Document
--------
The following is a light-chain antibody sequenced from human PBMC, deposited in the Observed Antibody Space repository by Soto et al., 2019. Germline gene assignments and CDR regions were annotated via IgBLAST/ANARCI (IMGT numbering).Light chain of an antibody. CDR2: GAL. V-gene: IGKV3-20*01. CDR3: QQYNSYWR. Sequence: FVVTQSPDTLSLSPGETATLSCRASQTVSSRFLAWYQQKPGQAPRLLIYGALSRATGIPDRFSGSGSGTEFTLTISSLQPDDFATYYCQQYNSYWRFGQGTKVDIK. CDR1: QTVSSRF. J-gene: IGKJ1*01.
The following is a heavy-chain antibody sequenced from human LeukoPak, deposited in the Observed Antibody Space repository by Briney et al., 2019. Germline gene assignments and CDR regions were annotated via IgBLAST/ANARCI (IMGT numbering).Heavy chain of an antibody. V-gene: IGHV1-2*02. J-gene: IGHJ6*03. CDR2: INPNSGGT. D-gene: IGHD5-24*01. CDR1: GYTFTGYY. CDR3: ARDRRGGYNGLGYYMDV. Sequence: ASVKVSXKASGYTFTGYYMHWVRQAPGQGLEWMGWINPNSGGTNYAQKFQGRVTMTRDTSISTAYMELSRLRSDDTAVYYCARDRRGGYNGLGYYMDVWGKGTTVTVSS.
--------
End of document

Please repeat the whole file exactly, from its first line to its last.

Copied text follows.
The following is a light-chain antibody sequenced from human PBMC, deposited in the Observed Antibody Space repository by Soto et al., 2019. Germline gene assignments and CDR regions were annotated via IgBLAST/ANARCI (IMGT numbering).Light chain of an antibody. CDR2: GAL. V-gene: IGKV3-20*01. CDR3: QQYNSYWR. Sequence: FVVTQSPDTLSLSPGETATLSCRASQTVSSRFLAWYQQKPGQAPRLLIYGALSRATGIPDRFSGSGSGTEFTLTISSLQPDDFATYYCQQYNSYWRFGQGTKVDIK. CDR1: QTVSSRF. J-gene: IGKJ1*01.
The following is a heavy-chain antibody sequenced from human LeukoPak, deposited in the Observed Antibody Space repository by Briney et al., 2019. Germline gene assignments and CDR regions were annotated via IgBLAST/ANARCI (IMGT numbering).Heavy chain of an antibody. V-gene: IGHV1-2*02. J-gene: IGHJ6*03. CDR2: INPNSGGT. D-gene: IGHD5-24*01. CDR1: GYTFTGYY. CDR3: ARDRRGGYNGLGYYMDV. Sequence: ASVKVSXKASGYTFTGYYMHWVRQAPGQGLEWMGWINPNSGGTNYAQKFQGRVTMTRDTSISTAYMELSRLRSDDTAVYYCARDRRGGYNGLGYYMDVWGKGTTVTVSS.